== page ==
The trauma of burns and implications for burn survivors
A burn is perhaps one of the most painful trauma that a person can go through. Advances in medical care have meant that burn patients now have greater chances of survival but people who sustained major burns face a long rehabilitation process to regain their basic physical functions, adjust to their changed appearance and live confidently and independently. Recovery can be long and difficult.
The impact of burns at an individual level includes:
- Physical aspect: Pain and itch from scars that disrupts daily life and sleep routine, functional impairment or complete loss of function, reduced independence in carrying out activities of daily living due to scar contracture.
- Psychological aspect: Anxiety and depression, sense of helplessness due to loss, PTSD, negative emotions, poor self-perception due to changed appearance, fear of facing people’s reaction and other socially-related anxiety.
- Social aspect: Financial issues due to material losses or inability to immediately return to work, legal issues related to injury, difficulties returning to school or work after injury.
At a broader social level, burn survivors might encounter prejudice and discrimination due to their different appearance.
Supporting the physical recovery
Burn rehabilitation services aim to help burn survivors regain their physical functions to return to an active, independent life within the community. Therapists will design an individualized rehabilitation plan that includes exercises, splints and pressure therapy. Rehabilitation services are provided in our service centers and rehabilitation centers, as well as in our clients' homes, through home rehabilitation services.
Learn more about our physical rehabilitation services
Eliminating barriers to recovery
After their injury, burn survivors are often unable to immediately return to work and for some, this might create financial difficulties leading to anxiety and stress that will have a negative impact on rehabilitation. To free our clients from everyday worries so that they may concentrate on their physical and psychological rehabilitation, we provide financial aid that covers the expenses of medical treatment not covered by the national health insurance, rehabilitation, pressure garments and other assistive devices, daily living and transportation.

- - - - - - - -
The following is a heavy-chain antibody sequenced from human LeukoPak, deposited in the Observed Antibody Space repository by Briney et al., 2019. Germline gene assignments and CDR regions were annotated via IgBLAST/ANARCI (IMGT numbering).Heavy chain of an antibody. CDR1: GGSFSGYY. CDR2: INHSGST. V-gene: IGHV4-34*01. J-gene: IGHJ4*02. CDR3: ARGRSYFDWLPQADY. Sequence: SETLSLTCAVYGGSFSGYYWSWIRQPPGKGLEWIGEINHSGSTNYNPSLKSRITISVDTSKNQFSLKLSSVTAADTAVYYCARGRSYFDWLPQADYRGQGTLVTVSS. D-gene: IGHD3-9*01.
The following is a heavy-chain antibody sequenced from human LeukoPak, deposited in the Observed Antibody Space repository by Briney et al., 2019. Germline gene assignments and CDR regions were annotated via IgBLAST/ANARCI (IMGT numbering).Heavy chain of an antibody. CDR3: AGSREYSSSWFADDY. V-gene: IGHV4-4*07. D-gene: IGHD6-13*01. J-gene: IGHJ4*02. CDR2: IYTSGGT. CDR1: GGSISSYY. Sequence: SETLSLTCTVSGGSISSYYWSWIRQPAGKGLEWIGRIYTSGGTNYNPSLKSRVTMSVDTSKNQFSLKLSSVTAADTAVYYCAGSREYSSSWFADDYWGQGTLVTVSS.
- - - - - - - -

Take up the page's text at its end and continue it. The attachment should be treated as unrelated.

Due to the severity of their injury, some burn survivors are sometimes heavily reliant on their family for wound care and daily care like showering. Some are isolated and would benefit from contact with their peers. Some live too far away from medical and rehabilitation facilities and must come to Taipei. Sunshine Half-Way House was established in 2001 to offer short-term housing to burn survivors undergoing rehabilitation in Taipei City. Services include:
- Assistance with daily care (showering, wound and scar care, wearing pressure garment).
- Independent living training to help burn survivors regain the ability to care for themselves.
- Social adaptation activities to facilitate their return in the community.
Helping adjust to life after burns
Psychosocial services of Sunshine aim to help burn survivors adjust to disfigurement, develop a positive attitude, and build the confidence necessary to face the world. Social workers and psychological counselors play an important role in this process. Services include individual and group counseling, peer support groups, play therapy and sand play therapy for children, skin camouflage and social skills training.
Facilitating the return to life in the community
For young burn survivors, part of returning to a normal life means going back to school, among their peers, and pursuing their academic goals. However, school re-entry can sometimes be a difficult process not just for the child who might fear being treated differently by his peers, but also for the school, with teachers and classmates unaware of the best way to interact with someone who has a form of facial disfigurement. Sunshine Foundation has developed a school re-entry counseling model to work with the child, the family and the school to facilitate school re-entry process. Sunshine's social worker works with the child to prepare him or her for life in the classroom, and also organizes (upon the request of the child and parents or school) activities in the school to raise awareness towards burn prevention and acceptance towards people with facial disfigurement.
Employment is a crucial step towards returning to a normal life. Through vocational counseling services, Sunshine Foundation’s vocational counselors provide professional and individualized services which include vocational evaluation, job skills and occupational interest evaluation, job matching services and job placement services.
Preventing burn injuries
The goal of social education is to prevent burns that lead to disfigurement by teaching about fire safety and first aid, as well as by enhancing public understanding towards people with facial disfigurement so that they may enjoy equal rights and opportunities. Sunshine Foundation carries out educational activities all year long across Taiwan in schools, communities, through the media and on Internet.